[Click here to hear Doc Rivers talk about how defense led to Rondo’s development into a possible All-Star]
Like Favre on Sunday with an ill-advised cross-body pass that was picked, Rondo’s season came to a bitter end in Game 7 last spring against the Orlando Magic, a game in which some critics felt Rondo hurt the team by constantly gambling for steals instead of playing solid defense on Orlando’s dangerous backcourt. Read the rest of this entry »
|Glen Davis: Don’t play if you’re not a competitor||01.26.10 at 7:44 pm ET|
WALTHAM — The Celtics leave Wednesday morning to begin one of their toughest four-day stretches of the season. On Thursday, they play in Orlando, followed by a road game in Atlanta the next night.
‘Huge,” Glen Davis said of the week. “These are big, big, big games. If you’re not a competitor, you don’t need to play in these games. This is a great opportunity for us to keep our win streak alive and also get better with playoff-contending teams. We’re looking forward to the challenge. Every game is big but these games are bigger.’
Speaking of Davis, he said he is on a new path when it comes to his former moniker – ‘Big Baby’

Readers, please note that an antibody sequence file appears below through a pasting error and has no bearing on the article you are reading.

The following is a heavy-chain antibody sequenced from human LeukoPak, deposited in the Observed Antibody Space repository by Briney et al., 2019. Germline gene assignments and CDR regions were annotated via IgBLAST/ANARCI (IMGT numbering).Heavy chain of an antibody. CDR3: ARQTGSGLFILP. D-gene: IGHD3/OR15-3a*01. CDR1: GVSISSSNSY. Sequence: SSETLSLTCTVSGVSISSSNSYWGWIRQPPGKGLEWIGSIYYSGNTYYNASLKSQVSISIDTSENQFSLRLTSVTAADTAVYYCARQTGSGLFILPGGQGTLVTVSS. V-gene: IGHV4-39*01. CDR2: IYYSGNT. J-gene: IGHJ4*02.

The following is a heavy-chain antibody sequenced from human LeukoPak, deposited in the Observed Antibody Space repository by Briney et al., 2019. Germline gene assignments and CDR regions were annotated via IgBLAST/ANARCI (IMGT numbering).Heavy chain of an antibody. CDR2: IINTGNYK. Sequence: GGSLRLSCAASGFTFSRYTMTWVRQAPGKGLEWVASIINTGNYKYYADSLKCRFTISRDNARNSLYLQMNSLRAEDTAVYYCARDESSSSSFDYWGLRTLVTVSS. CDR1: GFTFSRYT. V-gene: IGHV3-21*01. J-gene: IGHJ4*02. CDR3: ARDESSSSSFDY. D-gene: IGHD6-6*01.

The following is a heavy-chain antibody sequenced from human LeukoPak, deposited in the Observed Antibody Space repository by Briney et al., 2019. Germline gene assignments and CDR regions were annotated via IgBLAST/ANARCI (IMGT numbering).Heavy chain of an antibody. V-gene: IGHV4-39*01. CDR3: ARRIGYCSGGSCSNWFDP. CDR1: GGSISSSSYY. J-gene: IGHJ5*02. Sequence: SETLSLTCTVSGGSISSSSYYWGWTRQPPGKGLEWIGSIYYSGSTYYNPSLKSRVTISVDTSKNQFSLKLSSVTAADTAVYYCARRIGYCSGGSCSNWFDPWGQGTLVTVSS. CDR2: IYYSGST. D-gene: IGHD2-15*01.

‘Big Baby will always be a part of me. But I’m going to put Big Baby on the shelf ‘ for now,’ he said.
Asked why Davis, No. 11, is leaning toward ‘Uno, Uno’ as a new nickname, Davis pointed toward Bengals wide receiver Chad Ochocinco. Davis doesn’t feel the need to formally change his last name, just his handle.
“Every sport has their version of nicknames,” Davis said. “He paved the way. Knock off or not, I’m a different player than Ochocinco. He plays football. I play basketball.”
Davis wouldn’t be the first pro athlete in Boston to follow the Cincinnati receiver’s lead. In 2008, Jonathan Papelbon had ‘Cinco Ocho’ T-shirts made up sporting the reverse of the famous wide receiver, and representing the No. 58 on the back of Papelbon’s uniform.
|Scal cleared to play, Marquis begins drills||01.26.10 at 4:12 pm ET|